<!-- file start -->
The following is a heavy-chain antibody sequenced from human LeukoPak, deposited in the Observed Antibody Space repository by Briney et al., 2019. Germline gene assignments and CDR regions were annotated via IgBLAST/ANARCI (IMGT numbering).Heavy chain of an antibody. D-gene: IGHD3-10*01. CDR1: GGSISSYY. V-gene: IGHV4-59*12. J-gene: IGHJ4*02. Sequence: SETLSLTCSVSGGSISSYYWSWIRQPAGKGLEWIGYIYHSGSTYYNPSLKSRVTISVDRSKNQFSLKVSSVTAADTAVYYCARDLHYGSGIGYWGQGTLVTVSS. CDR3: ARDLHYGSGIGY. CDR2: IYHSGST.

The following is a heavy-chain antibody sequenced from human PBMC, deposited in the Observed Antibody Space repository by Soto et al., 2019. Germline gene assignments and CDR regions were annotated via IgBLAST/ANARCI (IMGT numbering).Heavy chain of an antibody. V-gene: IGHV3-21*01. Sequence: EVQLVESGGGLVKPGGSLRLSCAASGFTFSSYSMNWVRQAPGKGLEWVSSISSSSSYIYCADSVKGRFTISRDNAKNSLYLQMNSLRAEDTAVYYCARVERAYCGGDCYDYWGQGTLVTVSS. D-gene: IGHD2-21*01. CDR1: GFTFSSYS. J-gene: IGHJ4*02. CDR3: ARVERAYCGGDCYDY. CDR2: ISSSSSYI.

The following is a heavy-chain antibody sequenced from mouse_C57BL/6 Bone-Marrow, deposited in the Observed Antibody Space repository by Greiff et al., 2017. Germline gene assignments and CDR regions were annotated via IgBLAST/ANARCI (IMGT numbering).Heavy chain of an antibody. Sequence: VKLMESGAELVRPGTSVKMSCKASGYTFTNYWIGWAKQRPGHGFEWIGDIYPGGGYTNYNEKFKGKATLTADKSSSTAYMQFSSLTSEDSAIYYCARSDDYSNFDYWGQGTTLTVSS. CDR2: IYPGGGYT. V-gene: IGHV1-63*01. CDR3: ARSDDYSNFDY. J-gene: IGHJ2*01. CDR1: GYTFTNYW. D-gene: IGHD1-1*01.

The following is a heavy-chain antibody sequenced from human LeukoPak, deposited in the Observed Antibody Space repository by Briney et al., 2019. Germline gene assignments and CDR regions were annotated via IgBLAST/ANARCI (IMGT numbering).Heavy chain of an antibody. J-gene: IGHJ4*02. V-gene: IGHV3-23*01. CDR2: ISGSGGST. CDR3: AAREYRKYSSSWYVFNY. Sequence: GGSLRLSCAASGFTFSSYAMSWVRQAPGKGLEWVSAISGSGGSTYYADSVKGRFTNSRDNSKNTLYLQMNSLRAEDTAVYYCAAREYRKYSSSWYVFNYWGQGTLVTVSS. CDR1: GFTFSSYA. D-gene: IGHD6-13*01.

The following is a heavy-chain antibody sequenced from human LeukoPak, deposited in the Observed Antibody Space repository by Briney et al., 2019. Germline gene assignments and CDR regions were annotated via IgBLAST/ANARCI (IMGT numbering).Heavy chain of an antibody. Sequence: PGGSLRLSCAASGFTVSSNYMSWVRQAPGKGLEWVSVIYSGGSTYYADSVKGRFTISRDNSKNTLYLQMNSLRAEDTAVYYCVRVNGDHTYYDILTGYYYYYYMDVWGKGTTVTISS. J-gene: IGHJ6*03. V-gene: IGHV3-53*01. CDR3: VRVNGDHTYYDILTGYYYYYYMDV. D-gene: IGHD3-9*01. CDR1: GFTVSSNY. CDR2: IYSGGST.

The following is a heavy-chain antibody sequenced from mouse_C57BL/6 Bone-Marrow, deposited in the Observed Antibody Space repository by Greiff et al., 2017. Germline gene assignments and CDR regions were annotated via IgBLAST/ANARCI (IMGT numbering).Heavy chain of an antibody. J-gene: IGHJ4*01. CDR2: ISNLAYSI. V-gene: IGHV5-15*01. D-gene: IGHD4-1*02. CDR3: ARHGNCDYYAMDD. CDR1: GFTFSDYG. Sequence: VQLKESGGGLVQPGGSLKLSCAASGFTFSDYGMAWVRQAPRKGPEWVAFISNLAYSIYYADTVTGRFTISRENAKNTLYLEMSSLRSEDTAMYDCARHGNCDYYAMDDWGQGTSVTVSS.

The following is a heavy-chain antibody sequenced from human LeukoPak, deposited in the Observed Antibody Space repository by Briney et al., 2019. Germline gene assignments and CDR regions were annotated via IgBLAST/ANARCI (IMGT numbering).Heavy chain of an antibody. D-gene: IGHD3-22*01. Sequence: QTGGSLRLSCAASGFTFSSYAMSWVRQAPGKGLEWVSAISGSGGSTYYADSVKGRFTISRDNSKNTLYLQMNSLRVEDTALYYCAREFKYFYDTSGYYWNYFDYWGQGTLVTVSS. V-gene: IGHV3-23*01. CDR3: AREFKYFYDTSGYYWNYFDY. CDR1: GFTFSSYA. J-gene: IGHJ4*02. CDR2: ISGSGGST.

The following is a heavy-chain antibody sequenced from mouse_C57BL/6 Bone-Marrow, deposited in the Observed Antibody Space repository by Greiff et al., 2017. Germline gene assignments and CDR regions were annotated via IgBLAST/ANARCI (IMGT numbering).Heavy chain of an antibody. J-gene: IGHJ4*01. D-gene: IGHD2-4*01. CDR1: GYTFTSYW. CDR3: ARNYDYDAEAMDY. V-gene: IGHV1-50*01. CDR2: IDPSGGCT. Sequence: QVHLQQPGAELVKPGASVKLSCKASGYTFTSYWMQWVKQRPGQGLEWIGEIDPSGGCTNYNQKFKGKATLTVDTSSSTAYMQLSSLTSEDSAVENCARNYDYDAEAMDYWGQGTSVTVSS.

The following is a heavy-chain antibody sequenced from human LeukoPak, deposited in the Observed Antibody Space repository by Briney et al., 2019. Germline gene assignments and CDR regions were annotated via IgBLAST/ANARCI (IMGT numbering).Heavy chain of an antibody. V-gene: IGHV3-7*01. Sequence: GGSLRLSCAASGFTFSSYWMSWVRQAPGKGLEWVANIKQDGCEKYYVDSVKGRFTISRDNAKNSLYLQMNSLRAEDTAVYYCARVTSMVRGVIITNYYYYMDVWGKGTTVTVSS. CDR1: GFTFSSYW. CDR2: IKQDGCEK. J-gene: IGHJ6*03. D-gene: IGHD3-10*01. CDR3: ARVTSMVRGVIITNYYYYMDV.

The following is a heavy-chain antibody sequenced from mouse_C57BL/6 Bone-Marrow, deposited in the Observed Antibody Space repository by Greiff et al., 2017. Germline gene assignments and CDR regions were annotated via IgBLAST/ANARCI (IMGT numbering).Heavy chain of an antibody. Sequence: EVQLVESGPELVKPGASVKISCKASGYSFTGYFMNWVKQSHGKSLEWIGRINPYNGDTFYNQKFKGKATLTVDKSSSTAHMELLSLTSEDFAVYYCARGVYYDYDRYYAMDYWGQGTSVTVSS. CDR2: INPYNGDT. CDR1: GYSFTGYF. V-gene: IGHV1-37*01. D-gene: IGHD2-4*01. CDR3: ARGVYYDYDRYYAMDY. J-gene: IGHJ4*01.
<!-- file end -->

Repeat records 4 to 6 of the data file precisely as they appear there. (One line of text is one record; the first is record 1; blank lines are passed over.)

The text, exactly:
The following is a heavy-chain antibody sequenced from human LeukoPak, deposited in the Observed Antibody Space repository by Briney et al., 2019. Germline gene assignments and CDR regions were annotated via IgBLAST/ANARCI (IMGT numbering).Heavy chain of an antibody. J-gene: IGHJ4*02. V-gene: IGHV3-23*01. CDR2: ISGSGGST. CDR3: AAREYRKYSSSWYVFNY. Sequence: GGSLRLSCAASGFTFSSYAMSWVRQAPGKGLEWVSAISGSGGSTYYADSVKGRFTNSRDNSKNTLYLQMNSLRAEDTAVYYCAAREYRKYSSSWYVFNYWGQGTLVTVSS. CDR1: GFTFSSYA. D-gene: IGHD6-13*01.

The following is a heavy-chain antibody sequenced from human LeukoPak, deposited in the Observed Antibody Space repository by Briney et al., 2019. Germline gene assignments and CDR regions were annotated via IgBLAST/ANARCI (IMGT numbering).Heavy chain of an antibody. Sequence: PGGSLRLSCAASGFTVSSNYMSWVRQAPGKGLEWVSVIYSGGSTYYADSVKGRFTISRDNSKNTLYLQMNSLRAEDTAVYYCVRVNGDHTYYDILTGYYYYYYMDVWGKGTTVTISS. J-gene: IGHJ6*03. V-gene: IGHV3-53*01. CDR3: VRVNGDHTYYDILTGYYYYYYMDV. D-gene: IGHD3-9*01. CDR1: GFTVSSNY. CDR2: IYSGGST.

The following is a heavy-chain antibody sequenced from mouse_C57BL/6 Bone-Marrow, deposited in the Observed Antibody Space repository by Greiff et al., 2017. Germline gene assignments and CDR regions were annotated via IgBLAST/ANARCI (IMGT numbering).Heavy chain of an antibody. J-gene: IGHJ4*01. CDR2: ISNLAYSI. V-gene: IGHV5-15*01. D-gene: IGHD4-1*02. CDR3: ARHGNCDYYAMDD. CDR1: GFTFSDYG. Sequence: VQLKESGGGLVQPGGSLKLSCAASGFTFSDYGMAWVRQAPRKGPEWVAFISNLAYSIYYADTVTGRFTISRENAKNTLYLEMSSLRSEDTAMYDCARHGNCDYYAMDDWGQGTSVTVSS.